Sale of Coillte harvesting rights will cost State dear
Forestry policy is one of the few things that are actually working here. Why change it?
Native tree species are being re-established through impressive restoration programmes undertaken by the National Parks and Wildlife Service, by Coillte, and by NGOs such as Woodlands of Ireland
How long, the American farmer-poet Wendell Berry asked, does it take to make the woods?
As long, he answered himself, as it takes to make the world.
But Berry warned that woodlands can be unmade overnight, and that it then takes generations to remake them. The Government should remember this, before it proceeds to sell off the harvesting rights in our national forests, currently vested in Coillte.
There are many reasons – economic, cultural and environmental – for valuing our woodlands. Until recently, however, we have not been very good at exploiting them intelligently and enjoying them fully.
We often fool ourselves about this. The familiar nationalist narrative, telling us that our cherished virgin forests were ravaged by the foreign foe, is more than a little exaggerated. The author of the great lament Cill Chais identified the “end of the woods”, deireadh na gcoillte, with the end of the Gaelic world. He was partly right – but he ignored the inconvenient truth that we natives had also been busy clearing forests for millennia.
We didn’t exactly rush to restore them after independence, either. And the “social forestry” finally rolled out in the 1950s was a last-ditch effort to stem rural emigration, not a comprehensive policy for the sector.
From the late 1980s, however, we have seen a steadily more progressive – and profitable – engagement with forestry. This has happened through the high certification and environmental standards espoused (despite early lapses) by Coillte, a State-owned company with a commercial mandate; through successful tree-planting incentives for private landowners; and through NGO activism.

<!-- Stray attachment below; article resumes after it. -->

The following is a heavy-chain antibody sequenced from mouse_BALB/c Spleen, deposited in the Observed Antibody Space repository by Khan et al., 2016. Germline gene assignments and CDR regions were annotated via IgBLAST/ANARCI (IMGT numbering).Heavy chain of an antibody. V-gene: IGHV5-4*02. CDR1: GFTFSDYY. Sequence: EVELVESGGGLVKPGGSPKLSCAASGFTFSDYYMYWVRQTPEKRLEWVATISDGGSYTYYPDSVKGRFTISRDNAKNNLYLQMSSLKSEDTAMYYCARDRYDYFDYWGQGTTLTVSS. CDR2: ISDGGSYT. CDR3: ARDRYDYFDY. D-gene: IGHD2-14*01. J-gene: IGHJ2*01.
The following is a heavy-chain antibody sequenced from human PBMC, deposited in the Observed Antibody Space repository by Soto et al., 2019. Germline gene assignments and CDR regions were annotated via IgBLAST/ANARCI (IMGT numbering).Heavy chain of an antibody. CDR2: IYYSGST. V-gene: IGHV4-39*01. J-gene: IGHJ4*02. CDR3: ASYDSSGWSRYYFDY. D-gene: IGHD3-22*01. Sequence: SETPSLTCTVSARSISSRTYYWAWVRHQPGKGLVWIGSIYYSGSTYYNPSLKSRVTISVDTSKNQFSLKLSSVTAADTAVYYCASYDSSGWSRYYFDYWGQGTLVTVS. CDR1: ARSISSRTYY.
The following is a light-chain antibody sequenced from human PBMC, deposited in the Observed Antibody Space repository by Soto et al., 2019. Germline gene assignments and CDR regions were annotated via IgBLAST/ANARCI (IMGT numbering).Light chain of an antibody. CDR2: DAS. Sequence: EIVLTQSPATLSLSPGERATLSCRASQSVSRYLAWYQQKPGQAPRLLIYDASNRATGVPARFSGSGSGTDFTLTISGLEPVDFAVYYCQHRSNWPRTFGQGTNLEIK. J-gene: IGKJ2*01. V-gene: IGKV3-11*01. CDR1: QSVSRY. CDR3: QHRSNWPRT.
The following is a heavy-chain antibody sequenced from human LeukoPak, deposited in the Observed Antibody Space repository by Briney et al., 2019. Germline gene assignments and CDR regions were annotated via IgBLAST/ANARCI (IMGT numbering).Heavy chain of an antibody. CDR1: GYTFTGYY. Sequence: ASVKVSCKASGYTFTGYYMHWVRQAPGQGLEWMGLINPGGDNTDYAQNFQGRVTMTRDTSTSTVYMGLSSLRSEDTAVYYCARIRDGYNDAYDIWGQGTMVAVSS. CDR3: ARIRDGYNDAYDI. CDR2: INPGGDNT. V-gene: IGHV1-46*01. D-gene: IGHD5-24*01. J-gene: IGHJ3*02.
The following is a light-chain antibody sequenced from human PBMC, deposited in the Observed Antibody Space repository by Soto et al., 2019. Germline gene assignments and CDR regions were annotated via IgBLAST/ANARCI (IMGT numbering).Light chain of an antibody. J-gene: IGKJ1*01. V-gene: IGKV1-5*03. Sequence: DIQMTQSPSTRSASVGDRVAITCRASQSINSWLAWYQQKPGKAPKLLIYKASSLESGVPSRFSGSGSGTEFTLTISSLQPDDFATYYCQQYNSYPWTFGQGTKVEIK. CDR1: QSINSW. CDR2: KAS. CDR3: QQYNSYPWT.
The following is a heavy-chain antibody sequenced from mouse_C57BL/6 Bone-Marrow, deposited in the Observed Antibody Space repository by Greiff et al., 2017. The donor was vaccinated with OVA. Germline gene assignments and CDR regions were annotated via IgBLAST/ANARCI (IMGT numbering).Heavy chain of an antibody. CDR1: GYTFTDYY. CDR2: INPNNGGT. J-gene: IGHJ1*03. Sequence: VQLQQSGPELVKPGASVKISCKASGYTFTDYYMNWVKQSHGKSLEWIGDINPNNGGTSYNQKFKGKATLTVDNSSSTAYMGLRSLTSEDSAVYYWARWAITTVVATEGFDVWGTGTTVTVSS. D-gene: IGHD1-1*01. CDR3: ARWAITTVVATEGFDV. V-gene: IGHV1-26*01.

Forestry and the wood-processing industries directly support thousands of jobs, and many more indirectly. Native tree species are being re-established through impressive restoration programmes undertaken by the National Parks and Wildlife Service, by Coillte, and by NGOs such as Woodlands of Ireland. The recreational value of public forests is confirmed by 18 million annual visits nationwide.
Multiple additional benefits from woodlands, from carbon storage to flood control to enhanced human health, are being rediscovered or recognised for the first time. A forthcoming Woodlands of Ireland report will argue that our national accounts critically undervalue the natural capital and ecosystems services flowing from environmentally responsible forestry.
Yet just at this hopeful moment, the Government is proposing to sell Coillte’s harvesting rights, for almost a century to come, to the highest bidder. This would almost certainly be a foreign company, with no stake in local communities dependent on forestry jobs, or in the long-term health of our landscapes.
The reason? Selling public assets – to pay off privately generatedState debt – ticks another box on the EU-ECB-IMF troika’s must-do list.
Why lament for our forests, you may well ask, when this Government repeatedly reneges on commitments to the most disadvantaged in our midst? But if this proposed sell-off will cost the State dear, in financial and many other senses, then the disadvantaged will be even bigger losers if it goes ahead.
Critics of the proposal include unlikely bedfellows: sawmill owners on the Irish Timber Council, Coillte workers in Impact, conservation NGOs, recreational groups such as Mountaineering Ireland, and a mixed bag of TDs.